Locked Handsets Evidently Evil Incarnate
By Carlo Longino, Wed Apr 07 20:30:00 GMT 2004
A US consumers' group is petitioning the FCC to keep mobile carriers from locking the handsets they sell to their networks -- a well meaning but misguided and misinformed effort.
Consumers Union, the country's most prominent consumer group, has sent a letter to FCC Chairman Michael Powell and his cohorts extolling the evils of locked handsets, asking him to stop the practice. Seemingly emboldened by the success of wireless number portability, the group says eliminating handset locks would enhance competition and save consumers "real dollars", as well as help the environment, encourage entrepreneurs and, presumably, save some kittens or something.
While their hearts may be in the right place, they've got a lot of the facts pretty wrong. First, most US consumers really don't have a lot to gain from unlocked handsets, since CDMA handsets have to be reprogrammed to operate on different networks, a task that US CDMA carriers (to my knowledge) don't do.
There's no reason that GSM carriers shouldn't unlock phones once users come to the end of their contracts or the carriers make back the subsidy on their phones -- the reasonable method used in the UK. But by banning any handset locks, CU could be moving down a dangerous path that will have ramifications the group hasn't considered.
American consumers already enjoy low handset prices, a product of a competitive market, carrier subsidies and the preponderance of contract users instead of prepaid. CU argues that the high early-termination fees carriers charge users for breaking contracts before they're up (generally $175-200) should cover any handset subsidy. Fair enough, but they don't like those pesky ETFs, either.
But without any mechanism to protect their investment in handset subsidies, carriers will quit offering them. And while they'd love to do that and cut their customer acquisition costs significantly, one can only imagine the uproar from consumers used to free phones being forced to shell out several hundred dollars for new handsets. So who benefits from that? CU is "hopeful" that carriers' savings from reduced acquisition costs will be passed on to consumers. That doesn't seem a very likely proposition, nor one that will benefit a consumer spending $200 on a phone so they can save $5 or even $10 a month in service charges.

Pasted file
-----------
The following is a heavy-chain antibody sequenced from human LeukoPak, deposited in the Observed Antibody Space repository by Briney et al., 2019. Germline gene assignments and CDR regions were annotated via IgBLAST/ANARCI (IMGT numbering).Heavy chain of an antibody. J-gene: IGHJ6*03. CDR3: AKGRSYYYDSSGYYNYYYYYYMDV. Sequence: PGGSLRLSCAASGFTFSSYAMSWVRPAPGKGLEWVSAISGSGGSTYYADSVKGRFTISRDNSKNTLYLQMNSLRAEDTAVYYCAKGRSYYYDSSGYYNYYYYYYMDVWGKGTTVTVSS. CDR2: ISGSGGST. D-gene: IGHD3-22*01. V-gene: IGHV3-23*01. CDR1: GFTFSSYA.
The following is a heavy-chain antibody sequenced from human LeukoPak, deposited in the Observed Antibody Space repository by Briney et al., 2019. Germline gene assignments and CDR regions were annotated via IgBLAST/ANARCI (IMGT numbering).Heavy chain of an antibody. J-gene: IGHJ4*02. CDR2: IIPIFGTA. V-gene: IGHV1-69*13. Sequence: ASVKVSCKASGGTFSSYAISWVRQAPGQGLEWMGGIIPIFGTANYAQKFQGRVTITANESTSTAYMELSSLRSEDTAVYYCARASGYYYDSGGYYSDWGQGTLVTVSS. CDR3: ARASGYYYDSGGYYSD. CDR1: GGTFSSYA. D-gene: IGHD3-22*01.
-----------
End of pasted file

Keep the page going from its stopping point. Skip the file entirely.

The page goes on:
Personally, I buy unlocked GSM handsets from third-party vendors, and I accept paying the premium they charge for having an unlocked device and the convenience of not being dependent on an operator to carry the particular model I want. But when I've had locked handsets, I've had them unlocked -- something that's easy to do, as well as cheap or even free, for many devices, something CU either didn't bother to find out, or is ignoring.
They also seem blind to the fact that many consumers don't have a problem with the current system, and getting a new handset at a reduced price is an advantage, if not an incentive, for many people to switch carriers. The bottom line is simply that people like cheap phones, and forcing carriers to abandon subsidies with little or no recourse will inflate prices quickly and significantly, with the minimal savings, if any, passed on by carriers unlikely to cover the increase.
But there's no reason carriers shouldn't unlock handsets once customers have fulfilled their contracts, or the operators have earned back the subsidy. And if CDMA carriers have to reprogram phones, that's a service for which consumers should be prepared to pay. But I guess being reasonable doesn't make for a very catchy press release, does it?